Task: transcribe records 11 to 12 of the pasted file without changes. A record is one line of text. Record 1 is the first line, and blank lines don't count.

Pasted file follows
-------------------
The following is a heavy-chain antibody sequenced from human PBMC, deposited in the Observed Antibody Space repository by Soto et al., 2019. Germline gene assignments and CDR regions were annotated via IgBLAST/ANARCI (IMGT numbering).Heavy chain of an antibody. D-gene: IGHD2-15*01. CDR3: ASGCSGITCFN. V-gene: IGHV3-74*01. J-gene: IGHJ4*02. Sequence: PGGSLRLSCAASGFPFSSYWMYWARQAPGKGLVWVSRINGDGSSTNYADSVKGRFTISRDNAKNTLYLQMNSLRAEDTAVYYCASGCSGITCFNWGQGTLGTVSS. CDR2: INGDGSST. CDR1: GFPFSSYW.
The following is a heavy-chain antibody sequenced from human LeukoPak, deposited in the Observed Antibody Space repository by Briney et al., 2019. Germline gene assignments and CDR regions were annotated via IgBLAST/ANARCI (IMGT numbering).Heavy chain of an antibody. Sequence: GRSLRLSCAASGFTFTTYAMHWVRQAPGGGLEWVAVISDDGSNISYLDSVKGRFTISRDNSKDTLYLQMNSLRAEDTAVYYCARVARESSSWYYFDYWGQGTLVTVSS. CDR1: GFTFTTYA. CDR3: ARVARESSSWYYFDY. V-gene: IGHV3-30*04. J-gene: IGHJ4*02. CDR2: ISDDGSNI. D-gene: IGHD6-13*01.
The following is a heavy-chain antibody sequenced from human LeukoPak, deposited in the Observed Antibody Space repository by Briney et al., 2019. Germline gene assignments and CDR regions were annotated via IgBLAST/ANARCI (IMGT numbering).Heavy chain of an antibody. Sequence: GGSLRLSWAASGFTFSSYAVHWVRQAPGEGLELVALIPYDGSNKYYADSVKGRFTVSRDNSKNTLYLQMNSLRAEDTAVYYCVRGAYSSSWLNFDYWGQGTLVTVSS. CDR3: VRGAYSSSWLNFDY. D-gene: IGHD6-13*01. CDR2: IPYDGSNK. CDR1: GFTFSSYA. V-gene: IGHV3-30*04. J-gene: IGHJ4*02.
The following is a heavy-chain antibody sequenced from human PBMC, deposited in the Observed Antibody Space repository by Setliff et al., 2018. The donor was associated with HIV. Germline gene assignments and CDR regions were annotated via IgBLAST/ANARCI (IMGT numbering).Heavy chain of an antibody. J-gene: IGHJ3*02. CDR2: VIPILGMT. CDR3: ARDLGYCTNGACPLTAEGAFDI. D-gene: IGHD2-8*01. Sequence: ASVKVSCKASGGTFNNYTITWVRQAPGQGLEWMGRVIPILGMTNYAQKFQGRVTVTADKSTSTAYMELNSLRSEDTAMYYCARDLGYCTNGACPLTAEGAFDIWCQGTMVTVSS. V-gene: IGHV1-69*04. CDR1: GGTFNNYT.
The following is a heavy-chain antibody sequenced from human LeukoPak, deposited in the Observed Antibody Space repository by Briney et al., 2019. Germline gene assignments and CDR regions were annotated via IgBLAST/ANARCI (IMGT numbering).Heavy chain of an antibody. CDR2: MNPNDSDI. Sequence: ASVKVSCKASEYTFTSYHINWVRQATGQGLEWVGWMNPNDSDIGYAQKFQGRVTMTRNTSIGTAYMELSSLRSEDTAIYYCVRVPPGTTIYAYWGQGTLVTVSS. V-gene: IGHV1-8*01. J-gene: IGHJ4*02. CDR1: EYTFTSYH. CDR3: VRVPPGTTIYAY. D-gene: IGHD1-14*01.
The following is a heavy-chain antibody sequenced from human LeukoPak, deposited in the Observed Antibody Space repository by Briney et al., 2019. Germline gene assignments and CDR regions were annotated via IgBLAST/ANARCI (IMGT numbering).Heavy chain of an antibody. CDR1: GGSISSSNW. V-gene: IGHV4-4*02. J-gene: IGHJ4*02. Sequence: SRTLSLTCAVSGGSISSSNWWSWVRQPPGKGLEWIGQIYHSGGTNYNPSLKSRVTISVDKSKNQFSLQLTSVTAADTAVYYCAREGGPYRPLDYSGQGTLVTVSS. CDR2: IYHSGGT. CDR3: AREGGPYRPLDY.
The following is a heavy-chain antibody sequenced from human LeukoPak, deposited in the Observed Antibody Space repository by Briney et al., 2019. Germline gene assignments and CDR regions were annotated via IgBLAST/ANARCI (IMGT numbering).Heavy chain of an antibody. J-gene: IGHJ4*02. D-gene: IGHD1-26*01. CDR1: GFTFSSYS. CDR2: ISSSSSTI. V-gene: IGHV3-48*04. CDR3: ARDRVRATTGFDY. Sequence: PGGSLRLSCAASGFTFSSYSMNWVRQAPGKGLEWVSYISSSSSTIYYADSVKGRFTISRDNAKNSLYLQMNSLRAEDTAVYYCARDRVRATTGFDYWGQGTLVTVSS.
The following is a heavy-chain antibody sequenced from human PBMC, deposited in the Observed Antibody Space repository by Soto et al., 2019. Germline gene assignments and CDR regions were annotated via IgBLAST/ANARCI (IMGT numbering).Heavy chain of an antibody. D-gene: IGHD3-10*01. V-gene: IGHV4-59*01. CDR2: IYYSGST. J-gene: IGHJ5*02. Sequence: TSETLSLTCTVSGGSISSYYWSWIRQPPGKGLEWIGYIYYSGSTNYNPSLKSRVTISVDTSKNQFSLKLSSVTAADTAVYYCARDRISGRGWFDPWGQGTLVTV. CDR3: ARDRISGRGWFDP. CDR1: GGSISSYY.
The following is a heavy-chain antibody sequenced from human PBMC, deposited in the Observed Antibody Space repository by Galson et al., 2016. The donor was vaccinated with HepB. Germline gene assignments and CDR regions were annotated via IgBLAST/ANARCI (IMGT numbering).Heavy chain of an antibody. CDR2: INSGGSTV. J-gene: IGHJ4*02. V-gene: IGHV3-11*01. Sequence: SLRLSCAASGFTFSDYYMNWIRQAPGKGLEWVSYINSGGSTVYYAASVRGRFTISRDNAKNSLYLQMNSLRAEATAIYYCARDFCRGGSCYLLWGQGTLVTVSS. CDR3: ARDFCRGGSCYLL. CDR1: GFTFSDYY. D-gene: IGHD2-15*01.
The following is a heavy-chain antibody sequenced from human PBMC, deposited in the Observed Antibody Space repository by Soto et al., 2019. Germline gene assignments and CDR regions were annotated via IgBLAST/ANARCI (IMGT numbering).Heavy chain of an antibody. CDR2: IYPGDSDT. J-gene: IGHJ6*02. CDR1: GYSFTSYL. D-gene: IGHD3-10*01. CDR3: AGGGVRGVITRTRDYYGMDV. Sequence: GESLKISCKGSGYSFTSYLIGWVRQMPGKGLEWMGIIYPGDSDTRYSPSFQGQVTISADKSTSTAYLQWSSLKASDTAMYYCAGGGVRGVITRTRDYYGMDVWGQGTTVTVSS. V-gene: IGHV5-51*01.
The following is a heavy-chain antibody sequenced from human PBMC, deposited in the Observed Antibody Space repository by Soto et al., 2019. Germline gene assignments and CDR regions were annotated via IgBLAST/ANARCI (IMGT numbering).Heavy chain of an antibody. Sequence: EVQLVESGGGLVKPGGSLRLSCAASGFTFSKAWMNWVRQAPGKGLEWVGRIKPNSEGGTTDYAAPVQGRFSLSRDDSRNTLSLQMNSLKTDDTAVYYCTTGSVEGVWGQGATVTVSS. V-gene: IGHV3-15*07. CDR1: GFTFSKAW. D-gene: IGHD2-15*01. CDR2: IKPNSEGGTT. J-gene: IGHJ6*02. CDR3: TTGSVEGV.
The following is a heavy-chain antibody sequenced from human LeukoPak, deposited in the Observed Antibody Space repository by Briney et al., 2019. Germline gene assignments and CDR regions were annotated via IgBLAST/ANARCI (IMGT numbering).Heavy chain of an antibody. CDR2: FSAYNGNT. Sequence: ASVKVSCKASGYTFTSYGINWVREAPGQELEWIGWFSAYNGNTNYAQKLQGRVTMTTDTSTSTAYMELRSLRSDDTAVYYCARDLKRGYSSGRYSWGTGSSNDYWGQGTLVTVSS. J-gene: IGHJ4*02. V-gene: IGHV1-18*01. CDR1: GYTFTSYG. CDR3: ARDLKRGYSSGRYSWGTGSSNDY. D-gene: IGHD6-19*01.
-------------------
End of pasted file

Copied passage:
The following is a heavy-chain antibody sequenced from human PBMC, deposited in the Observed Antibody Space repository by Soto et al., 2019. Germline gene assignments and CDR regions were annotated via IgBLAST/ANARCI (IMGT numbering).Heavy chain of an antibody. Sequence: EVQLVESGGGLVKPGGSLRLSCAASGFTFSKAWMNWVRQAPGKGLEWVGRIKPNSEGGTTDYAAPVQGRFSLSRDDSRNTLSLQMNSLKTDDTAVYYCTTGSVEGVWGQGATVTVSS. V-gene: IGHV3-15*07. CDR1: GFTFSKAW. D-gene: IGHD2-15*01. CDR2: IKPNSEGGTT. J-gene: IGHJ6*02. CDR3: TTGSVEGV.
The following is a heavy-chain antibody sequenced from human LeukoPak, deposited in the Observed Antibody Space repository by Briney et al., 2019. Germline gene assignments and CDR regions were annotated via IgBLAST/ANARCI (IMGT numbering).Heavy chain of an antibody. CDR2: FSAYNGNT. Sequence: ASVKVSCKASGYTFTSYGINWVREAPGQELEWIGWFSAYNGNTNYAQKLQGRVTMTTDTSTSTAYMELRSLRSDDTAVYYCARDLKRGYSSGRYSWGTGSSNDYWGQGTLVTVSS. J-gene: IGHJ4*02. V-gene: IGHV1-18*01. CDR1: GYTFTSYG. CDR3: ARDLKRGYSSGRYSWGTGSSNDY. D-gene: IGHD6-19*01.